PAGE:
• A theoretical framework for understanding learning. Main proponents George Siemens (2005) and Stephen Downes (2006)

Key principles of connectivism are:

  • the recognition that learning and knowledge resides in a ‘diversity of opinions’;
  • that learning is a process of recognising and connecting information sources or nodes;
  • that being able to distinguish between important and unimportant information is vital
  • that ‘currency’  (up-to-date knowledge) is the driver of this connectivist learning (Bell, 2010).

Activity theory 

  • Activity theory attempts to examine an individual in the context of an activity system, rather than separate from their surroundings.
  • The components (in Engstrom’s 1987 version of activity theory) which make up an activity system are  

–      Subject, an individual or group whose viewpoint is taken.

–      Object which is the goal of that individual or group in taking part in the activity.

–      Tools which mediate the activity e.g. books, computers etc.

–      Community who are the other participants in the activity system and share the same object.

–      Division of labour or dividing of tasks and roles amongst members of the community.

–      Rules or explicit and implicit norms that regulate people’s actions and interactions within the system.


Progress update

Been a long gap between my last blog entry and this one for various reasons. Over the summer I concentrated on collecting data in the form of archiving Tweets and I read through them regularly to see which themes and issues are emerging.  I also made a serious attempt to start my methodology section by going to my local university libraries – Sheffield Hallam and University of Sheffield and spending an afternoon in each.

Because my research is about Twitter and online communities I decided, in conjunction with my tutor that I would use ethnographic action research as my principle methodology.   Kozinet’s book “Netnography:Doing Ethnographic Research Online” is very readable and useful, in this respect so if anyone else is doing online ethnographic research it’s well worth a look.  Other texts worth looking at are Baym’s “Personal connections in the digital age” and since I intend to do some discourse analysis, Wetherell et al “Discourse as Data”.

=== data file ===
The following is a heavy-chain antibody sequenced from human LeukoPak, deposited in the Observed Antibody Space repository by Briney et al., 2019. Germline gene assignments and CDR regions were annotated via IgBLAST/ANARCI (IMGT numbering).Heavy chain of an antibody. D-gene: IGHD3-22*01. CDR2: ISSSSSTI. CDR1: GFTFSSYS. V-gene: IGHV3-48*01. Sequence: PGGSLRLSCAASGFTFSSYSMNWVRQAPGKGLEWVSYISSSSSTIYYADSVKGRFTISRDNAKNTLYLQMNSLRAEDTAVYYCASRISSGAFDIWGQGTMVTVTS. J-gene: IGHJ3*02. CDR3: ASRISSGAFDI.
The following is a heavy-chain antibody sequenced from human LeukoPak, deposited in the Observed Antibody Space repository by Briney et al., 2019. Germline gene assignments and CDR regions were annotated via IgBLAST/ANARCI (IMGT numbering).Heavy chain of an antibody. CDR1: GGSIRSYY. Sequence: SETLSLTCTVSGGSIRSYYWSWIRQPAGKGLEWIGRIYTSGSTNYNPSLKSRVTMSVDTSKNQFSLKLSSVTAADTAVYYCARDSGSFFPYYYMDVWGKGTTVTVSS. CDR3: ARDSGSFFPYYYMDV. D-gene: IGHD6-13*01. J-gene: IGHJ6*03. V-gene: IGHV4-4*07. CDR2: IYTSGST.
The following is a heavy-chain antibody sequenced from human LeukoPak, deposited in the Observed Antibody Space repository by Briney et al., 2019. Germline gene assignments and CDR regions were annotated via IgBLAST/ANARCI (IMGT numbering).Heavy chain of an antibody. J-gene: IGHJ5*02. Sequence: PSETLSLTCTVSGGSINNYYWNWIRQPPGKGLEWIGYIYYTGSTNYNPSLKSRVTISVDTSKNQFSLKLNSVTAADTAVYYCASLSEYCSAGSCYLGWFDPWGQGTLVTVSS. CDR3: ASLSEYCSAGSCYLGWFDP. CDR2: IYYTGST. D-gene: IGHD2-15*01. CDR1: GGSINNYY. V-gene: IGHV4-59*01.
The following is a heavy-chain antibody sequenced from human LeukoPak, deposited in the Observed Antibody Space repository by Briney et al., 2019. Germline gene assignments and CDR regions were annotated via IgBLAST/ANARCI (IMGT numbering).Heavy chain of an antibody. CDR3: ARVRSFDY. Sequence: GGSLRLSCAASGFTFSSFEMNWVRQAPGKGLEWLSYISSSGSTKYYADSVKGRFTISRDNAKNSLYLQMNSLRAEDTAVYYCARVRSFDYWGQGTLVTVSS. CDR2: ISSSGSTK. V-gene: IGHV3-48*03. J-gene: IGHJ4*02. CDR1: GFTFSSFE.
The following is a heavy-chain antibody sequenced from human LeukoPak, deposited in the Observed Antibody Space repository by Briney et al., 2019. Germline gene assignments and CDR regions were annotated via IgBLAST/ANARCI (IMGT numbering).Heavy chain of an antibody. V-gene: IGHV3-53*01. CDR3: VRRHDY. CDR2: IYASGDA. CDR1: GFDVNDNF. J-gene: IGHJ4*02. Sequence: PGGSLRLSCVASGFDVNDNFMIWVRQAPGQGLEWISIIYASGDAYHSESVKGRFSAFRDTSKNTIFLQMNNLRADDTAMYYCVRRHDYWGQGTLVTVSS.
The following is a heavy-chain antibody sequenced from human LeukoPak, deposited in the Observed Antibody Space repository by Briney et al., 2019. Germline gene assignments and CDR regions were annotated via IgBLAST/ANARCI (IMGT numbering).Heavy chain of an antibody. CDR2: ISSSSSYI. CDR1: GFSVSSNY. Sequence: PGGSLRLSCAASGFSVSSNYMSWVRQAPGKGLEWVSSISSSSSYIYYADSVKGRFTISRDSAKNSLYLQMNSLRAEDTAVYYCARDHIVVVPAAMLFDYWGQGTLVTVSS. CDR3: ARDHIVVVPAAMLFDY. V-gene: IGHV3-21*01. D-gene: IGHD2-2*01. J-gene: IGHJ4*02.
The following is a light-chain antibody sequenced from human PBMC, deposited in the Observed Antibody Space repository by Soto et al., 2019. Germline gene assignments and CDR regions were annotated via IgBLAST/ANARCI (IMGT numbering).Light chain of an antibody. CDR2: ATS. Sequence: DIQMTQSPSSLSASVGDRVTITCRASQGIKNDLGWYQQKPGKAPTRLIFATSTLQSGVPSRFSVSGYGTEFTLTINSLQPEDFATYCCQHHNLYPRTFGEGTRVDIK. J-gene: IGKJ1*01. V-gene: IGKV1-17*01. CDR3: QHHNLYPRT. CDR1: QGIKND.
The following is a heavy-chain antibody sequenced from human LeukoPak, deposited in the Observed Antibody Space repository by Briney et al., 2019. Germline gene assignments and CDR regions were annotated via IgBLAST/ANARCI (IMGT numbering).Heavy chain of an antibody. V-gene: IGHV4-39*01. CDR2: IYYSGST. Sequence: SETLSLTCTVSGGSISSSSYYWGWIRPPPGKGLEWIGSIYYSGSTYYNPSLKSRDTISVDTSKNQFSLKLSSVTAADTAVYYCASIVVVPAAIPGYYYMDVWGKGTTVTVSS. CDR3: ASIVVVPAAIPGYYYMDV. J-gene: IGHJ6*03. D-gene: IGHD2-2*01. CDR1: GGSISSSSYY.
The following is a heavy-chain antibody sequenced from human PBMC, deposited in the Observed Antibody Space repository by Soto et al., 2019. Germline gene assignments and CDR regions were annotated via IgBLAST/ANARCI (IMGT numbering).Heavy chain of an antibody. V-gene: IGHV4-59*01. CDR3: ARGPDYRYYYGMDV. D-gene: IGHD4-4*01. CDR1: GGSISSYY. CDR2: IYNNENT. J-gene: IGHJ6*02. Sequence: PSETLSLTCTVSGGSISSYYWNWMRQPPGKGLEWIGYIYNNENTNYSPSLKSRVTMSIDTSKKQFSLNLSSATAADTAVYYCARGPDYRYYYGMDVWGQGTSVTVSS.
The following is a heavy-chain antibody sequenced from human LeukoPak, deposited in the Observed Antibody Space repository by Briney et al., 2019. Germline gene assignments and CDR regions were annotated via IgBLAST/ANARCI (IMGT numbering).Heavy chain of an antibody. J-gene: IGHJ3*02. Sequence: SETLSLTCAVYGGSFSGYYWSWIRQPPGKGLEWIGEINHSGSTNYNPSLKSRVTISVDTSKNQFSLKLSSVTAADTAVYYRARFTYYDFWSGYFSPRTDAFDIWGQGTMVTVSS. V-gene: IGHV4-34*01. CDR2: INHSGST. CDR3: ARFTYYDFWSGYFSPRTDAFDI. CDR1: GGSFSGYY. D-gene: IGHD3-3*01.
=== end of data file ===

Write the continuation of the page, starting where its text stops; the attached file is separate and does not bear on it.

I was up in Edinburgh for the festival in August and managed to have a face to face tutorial with my tutor, the upshot of which was that I would try to produce a social network analysis on one week’s worth of data by the end of September to see if this method of analysis would yield anything interesting.

This was certainly easier said than done.  Social network analysis is not a particularly straightforward methodology – quickly discovered that I didn’t have enough of the right kind of data. Information was needed about all the people the participants were in contact with, how often and in which contexts.  However,  with the data available, which was all the tweets for those participants for one week, tried using UCINET (Social Network Analysis tool) and Hyperresearch, with varying degrees of success.  I really, really need some training on UCINET so if anyone is familiar with it and could help me, I’d be very grateful.

Doing the analysis showed that this method could yield some very interesting information about the nature of the relationships in this Twitter community and help answer some of my research questions.  Next step is putting together a survey to gather some of the missing data.  Draft 1 was 50 questions so that was never going to happen!  After more feedback, cut it down to 32 questions.   Any fellow dissertation students out there willing to have me run them by you?  I’ll return the favour. Going to pre-test with two or three of the participants (only 29 in research group) and possibly the tutor as well.

Got a bit distracted with work and have only managed to do a low key monitoring activity on the ‘tweets’ of my research subjects.

Twitter Archiving Tools

The combination of different archiving tools I’m using are providing different sorts of data – interesting in different ways.

The ‘Archivist’ tool provides breakdowns of information like the top contributors, top urls, devices used to tweet etc on the hash tag I have provided for my research subjects.